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All Photos by Stephanie Dayle 2013

 

In the large stainless steel or enamel stock pot add following solids, then place over medium-low heat on the stove until all are liquified:

  •  24 oz Coconut Oil (coconut oil gives soap its bubbles and gives hardness to the bar, this is why most soap makers will tell you that bubbles to do not necessarily equal cleaning power).
  • 28 oz White Shortening (Crisco will work)
  • 10 oz Rendered Bacon Grease, or Rendered Tallow (click here to see How to Make Your Own Tallow) unsalted butter will also work.  I don’t do vegetarian soap, I live on a farmstead so I use animal fat in all my soaps.

Remove melted solids from heat (from here on out you are done with the stove, turn it off). Check your lye water temperature.

This will start lowering the fat temperature, you want  it at 100° F as well (you can combine lye water and the oils anywhere between 125°F -100°F as long as they are the same temp or within 4 degrees of each other). Use the other cooking thermometer to check the temp. Once the temperature of the lye water and oils are the same, slowly stir the lye water into the melted fats and oils. Watch as the mixture begins to change color, get cloudy and thicken as the chemical reaction starts.  You just made soap!

 

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All photos by Stephanie Dayle 2013

 

Stir the soap for 10 minutes, then let it rest for 15 minutes, set a timer if you need reminding.  Some people say to stir continuously, I have found this has no effect on how fast the soap finishes, so you might as well do something else for 15-20 minutes.  Continue on this way until a thin layer of oil remains and the surface thickens to the point where you can see a trail where you just stirred (see picture below). This is called “trace,” and it indicates that the soap is ready to be finished.

 

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Hand stirred soap can take several hours to achieve “trace,” to speed things along use a stick blender.  Be sure to run the blender for a few minutes and then let it rest.  Their cheap little motors will burn up if they are run continuously.  Don’t lift the bender above the liquid level, doing so will mix in a bunch of air into your soap.  Trace can be achieved in as little as 5-10 minutes using a stick blender, but it can take longer.

  • Add 3 oz of any desired essential oils, or any colorants and desired botanicals (like corn meal or oats for scrubbing power) an mix well at this point.

 

Finishing the Soap
Stir thoroughly, then pour into molds. Almost anything can be used as a mold, shoe boxes can be used for soap molds, wrap in wax paper or butcher paper to prevent sticking. If the mold does not have a lid, place a piece of butcher paper over top of the soap.  This will help prevent soda ash from forming on the soap.  Wrap with the towel, and place in an undisturbed dark area for 24 hours.  Do not check on it.  Leave it alone.  After 24 hours remove the towel and let it sit for *another* 12 hours.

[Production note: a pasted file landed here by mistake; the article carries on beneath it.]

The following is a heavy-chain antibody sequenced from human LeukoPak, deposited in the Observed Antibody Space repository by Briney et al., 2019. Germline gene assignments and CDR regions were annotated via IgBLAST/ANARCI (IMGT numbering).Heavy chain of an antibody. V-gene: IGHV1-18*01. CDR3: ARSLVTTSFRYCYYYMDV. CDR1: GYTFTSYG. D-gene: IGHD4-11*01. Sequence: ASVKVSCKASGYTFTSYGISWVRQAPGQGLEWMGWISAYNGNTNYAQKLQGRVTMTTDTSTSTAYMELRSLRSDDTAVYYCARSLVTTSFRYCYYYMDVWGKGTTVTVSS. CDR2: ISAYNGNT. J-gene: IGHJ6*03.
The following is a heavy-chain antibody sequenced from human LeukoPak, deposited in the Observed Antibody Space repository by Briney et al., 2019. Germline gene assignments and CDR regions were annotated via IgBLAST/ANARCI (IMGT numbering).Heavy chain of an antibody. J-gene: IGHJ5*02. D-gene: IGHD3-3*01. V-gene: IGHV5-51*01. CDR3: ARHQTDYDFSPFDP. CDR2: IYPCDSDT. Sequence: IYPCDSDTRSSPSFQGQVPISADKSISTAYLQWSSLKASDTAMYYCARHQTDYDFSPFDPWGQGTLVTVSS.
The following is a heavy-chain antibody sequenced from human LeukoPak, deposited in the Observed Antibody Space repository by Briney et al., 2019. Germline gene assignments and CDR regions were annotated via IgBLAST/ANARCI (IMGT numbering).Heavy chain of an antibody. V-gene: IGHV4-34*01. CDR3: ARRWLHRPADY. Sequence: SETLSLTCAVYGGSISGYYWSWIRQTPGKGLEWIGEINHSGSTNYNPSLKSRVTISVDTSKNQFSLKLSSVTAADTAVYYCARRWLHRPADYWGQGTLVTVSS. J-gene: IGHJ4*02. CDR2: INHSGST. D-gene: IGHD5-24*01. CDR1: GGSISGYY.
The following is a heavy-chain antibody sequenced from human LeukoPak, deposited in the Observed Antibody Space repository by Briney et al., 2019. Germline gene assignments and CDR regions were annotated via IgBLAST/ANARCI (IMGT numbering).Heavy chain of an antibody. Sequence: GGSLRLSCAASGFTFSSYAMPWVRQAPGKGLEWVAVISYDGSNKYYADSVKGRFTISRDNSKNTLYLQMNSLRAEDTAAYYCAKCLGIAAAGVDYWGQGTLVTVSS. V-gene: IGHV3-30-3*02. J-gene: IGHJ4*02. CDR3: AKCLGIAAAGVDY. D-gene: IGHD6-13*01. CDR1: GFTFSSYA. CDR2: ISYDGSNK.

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All photos by Stephanie Dayle 2013

 

Cutting the Soap
After that point it should be a nice block of soap that you can pop out of the mold.  Continue to wear gloves, at this point the soap is still caustic.  Once out of the mold you may want to let it firm up for another day before cutting.  A mitre box can be used to cut straight bars.  It’s important to do this fairly early in the game, because if the soap firms up too much it will cut poorly and flake.

Collect the soap trimmings after cutting soap bars and press them together with your hands to make soap balls.

Set the bars some where dark to cure and harden uncovered for 2-6 weeks.  Like wine, the longer cold pressed soap sits the better it will be.  If you jump the gun and use your soap too soon it may burn you or it may just be too harsh, so its important to let it sit.

 

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All photos by Stephanie Dayle 2013

 

Long Term Emergency Basic Soap Recipe
(recipe credit – Millersoap.com)

This recipe makes about 9 pounds of pure, hard, smooth no-nonsense soap suitable for hand washing, cleaning, laundry or soap flakes, follow this simple recipe:

  • 13 oz of lye 
  • 5 cups cold water 
  • 6 pounds clean fat (tallow or lard or some combination of both)

Follow the above procedures of making lye water, melting the fats, combining the two, stirring until trace, then adding to a mold.  If you  are in a cool area and it looks like the fat is starting to set up before the lye can convert it to soap (this is known as a false trace), apply some gentle heat to the bottom of the pot.  A false trace may present itself as a really grainy texture.  Stirring continuously and briskly for this recipe is better, when it starts to trace for real it will start to stick to the side of your pot.

There is nothing fancy about this recipe, the soap it produces will not lather real well, and may dry your skin – but it will get things clean.  You may want to give this a try some day, and/or print the recipe out and keep it on hand just in case. 

Stay tuned to my articles for future adventures in soap!

Visit my blog, The Home Front by clicking here!

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soap2

All photos by Stephanie Dayle 2013



About the Author:

Stephanie is a writer for the American Preppers Network, a small local paper and for her blog, The Home Front. She is also the credited writer of "Emergency Bag Essentials (Swatchbook): Everything You Need to Bug Out" to be released in August 2014. "I write articles based on my own experience about emergency preparedness, self-sufficiency, homesteading, food preservation and life around the farmstead. I grew up in a very rural area where I learned to garden, the art of canning, to hunt and fish, and to raise my own animals for food. Yes, families such as mine still do exist! I also spent 6 years volunteering for the local county Search and Rescue group where I learned a variety of survival skills and a little bit about law enforcement protocol. " "As a general rule of principle do not write articles about information that I have only read - if I am writing about something it's because of I have done it myself and gone to great lengths to provide you with the facts. I also have a full time job with an hour commute - my alter egos are as a Marketing Director, and an amateur photographer. " To connect with me --> click on one of the many little square social media buttons below!

5 Comments on "How To Make Your Own Bar Soap"

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  1. When I click on this link, I get a “500 Internal Server Error”

  2. Brian – the website is being updated right now. Hope to have it up again soon. Keep checking back.

  3. Matt says:

    sounds pretty simple, Can’t beat that